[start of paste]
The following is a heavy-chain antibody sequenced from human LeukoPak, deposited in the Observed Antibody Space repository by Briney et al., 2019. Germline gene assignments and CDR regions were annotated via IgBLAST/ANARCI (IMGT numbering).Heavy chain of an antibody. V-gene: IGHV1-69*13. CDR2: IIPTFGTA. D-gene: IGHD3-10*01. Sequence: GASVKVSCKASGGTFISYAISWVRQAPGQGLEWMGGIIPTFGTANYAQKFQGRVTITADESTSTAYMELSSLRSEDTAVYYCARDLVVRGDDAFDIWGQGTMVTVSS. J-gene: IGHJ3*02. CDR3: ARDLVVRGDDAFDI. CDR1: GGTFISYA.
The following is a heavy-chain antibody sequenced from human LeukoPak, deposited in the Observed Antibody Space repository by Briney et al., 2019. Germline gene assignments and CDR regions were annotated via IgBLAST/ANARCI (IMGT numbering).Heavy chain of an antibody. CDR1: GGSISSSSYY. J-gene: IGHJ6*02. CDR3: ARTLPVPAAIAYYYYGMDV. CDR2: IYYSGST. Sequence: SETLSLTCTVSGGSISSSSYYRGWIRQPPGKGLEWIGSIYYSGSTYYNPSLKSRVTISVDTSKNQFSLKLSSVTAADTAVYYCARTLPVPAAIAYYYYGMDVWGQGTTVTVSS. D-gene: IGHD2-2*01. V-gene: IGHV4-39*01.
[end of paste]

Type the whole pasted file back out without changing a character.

The following is a heavy-chain antibody sequenced from human LeukoPak, deposited in the Observed Antibody Space repository by Briney et al., 2019. Germline gene assignments and CDR regions were annotated via IgBLAST/ANARCI (IMGT numbering).Heavy chain of an antibody. V-gene: IGHV1-69*13. CDR2: IIPTFGTA. D-gene: IGHD3-10*01. Sequence: GASVKVSCKASGGTFISYAISWVRQAPGQGLEWMGGIIPTFGTANYAQKFQGRVTITADESTSTAYMELSSLRSEDTAVYYCARDLVVRGDDAFDIWGQGTMVTVSS. J-gene: IGHJ3*02. CDR3: ARDLVVRGDDAFDI. CDR1: GGTFISYA.
The following is a heavy-chain antibody sequenced from human LeukoPak, deposited in the Observed Antibody Space repository by Briney et al., 2019. Germline gene assignments and CDR regions were annotated via IgBLAST/ANARCI (IMGT numbering).Heavy chain of an antibody. CDR1: GGSISSSSYY. J-gene: IGHJ6*02. CDR3: ARTLPVPAAIAYYYYGMDV. CDR2: IYYSGST. Sequence: SETLSLTCTVSGGSISSSSYYRGWIRQPPGKGLEWIGSIYYSGSTYYNPSLKSRVTISVDTSKNQFSLKLSSVTAADTAVYYCARTLPVPAAIAYYYYGMDVWGQGTTVTVSS. D-gene: IGHD2-2*01. V-gene: IGHV4-39*01.